Dorothy Cooper is 96 but she can remember only one election when she’s been eligible to vote but hasn’t. The retired domestic worker was born in a small North Georgia town before women had the right to vote. She began casting ballots in her 20s after moving to Chattanooga for work. She missed voting for John F. Kennedy in 1960 because a move to Nashville prevented her from registering in time
So when she learned last month at a community meeting that under a new state law she’d need a photo ID to vote next year, she talked with a volunteer about how to get to a state Driver Service Center to get her free ID. But when she got there Monday with an envelope full of documents, a clerk denied her request.
That morning, Cooper slipped a rent receipt, a copy of her lease, her voter registration card and her birth certificate into a Manila envelope. Typewritten on the birth certificate was her maiden name, Dorothy Alexander “But I didn’t have my marriage certificate,” Cooper said Tuesday afternoon, and that was the reason the clerk said she was denied a free voter ID at the Cherokee Boulevard Driver Service Center.
In Nashville on Tuesday afternoon, a coalition of organizations announced an effort to repeal the law. Groups such as the ACLU of Tennessee, various chapters of the NAACP, the AFL-CIO and Tennessee Citizen Action announced a petition drive and get-out-the-vote effort.
Absentee ballots don’t require photo ID, and the new state law was crafted to allow that exception. A U.S. Supreme Court decision upholding a similar Indiana statute cited the absentee ballot exception as one of the reasons the Indiana law didn’t infringe on constitutional voting rights.
Still, Cooper said she will miss the practice of going to the voting precinct located in the building next door to hers.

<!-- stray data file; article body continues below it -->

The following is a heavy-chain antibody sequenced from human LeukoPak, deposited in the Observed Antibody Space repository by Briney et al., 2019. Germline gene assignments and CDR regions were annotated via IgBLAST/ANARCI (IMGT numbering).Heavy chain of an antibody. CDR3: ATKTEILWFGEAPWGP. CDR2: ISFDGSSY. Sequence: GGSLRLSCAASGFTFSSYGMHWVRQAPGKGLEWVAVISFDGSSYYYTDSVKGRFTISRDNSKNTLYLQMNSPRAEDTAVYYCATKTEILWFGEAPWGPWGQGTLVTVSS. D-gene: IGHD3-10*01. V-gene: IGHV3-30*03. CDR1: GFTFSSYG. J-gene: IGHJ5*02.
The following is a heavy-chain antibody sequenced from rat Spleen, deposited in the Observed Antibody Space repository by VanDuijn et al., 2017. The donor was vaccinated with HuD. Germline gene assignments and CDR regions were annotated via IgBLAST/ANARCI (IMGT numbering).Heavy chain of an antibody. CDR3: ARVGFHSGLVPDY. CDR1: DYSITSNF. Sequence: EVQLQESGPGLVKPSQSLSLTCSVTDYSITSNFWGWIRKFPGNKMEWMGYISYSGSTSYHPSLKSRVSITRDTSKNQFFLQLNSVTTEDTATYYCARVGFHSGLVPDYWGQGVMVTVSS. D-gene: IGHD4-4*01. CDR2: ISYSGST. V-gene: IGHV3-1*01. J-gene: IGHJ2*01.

Sen. Bill Ketron, R-Murfreesboro, is one of the main proponents, and even he is backpedaling. Yesterday, as liberal groups launched a petition drive against the law and the Senate held hearings into whether it’s disenfranchising voters, Ketron introduced a bill to let anyone over the age of 60 vote by absentee ballot without a photo ID. Ketron said he doesn’t understand why anyone wouldn’t want a photo ID. “They make you proud,”he said.
Oh, conservatives should be very proud.
There’s a lot of shame to go around here, and every time I post on this I get questions in the comments like: “why is this allowable under federal law?”
The short answer is it’s allowable under federal law because the US Supreme Court considered the Indiana law that set the legal precedent that allows partisan Republicans in these states to attempt to disenfranchise certain voters, and the US Supreme Court blithely and cavalierly rubber-stamped that Indiana law.
The Supreme Court on Monday backed Indiana’s law requiring voters to show photo identification, despite concerns thousands of elderly, poor and minority voters could be locked out of their right to cast ballots. The 6-3 vote allows Indiana to require the identification when it holds its statewide primary next week. It also will give most state legislatures time to revise their voter laws for the November elections. This was perhaps the biggest voter rights case taken up by the justices since the 2000 dispute over Florida’s ballots, in which George W. Bush prevailed to gain the presidency.
That’s where this started. That’s what opened the flood gates and led us to today.
I don’t want to leave anyone out of today’s stunning conservative victory. An honorable mention in the big win should go to two millionaire media stars: Fox News personality/reporter Greta Van Susteren and her fellow Murdoch mouthpiece, John Fund at the Wall Street Journal. These two soulless ghouls pushed the voter fraud lie relentlessly and helped get us here. What a great day for media giants Fox News and the Wall Street Journal. They managed to push a 96-year-old woman out of her neighborhood polling place.
You go, Tennessee voting enthusiasts. Put this law to a citizen veto. Ohio just did it, and you can too.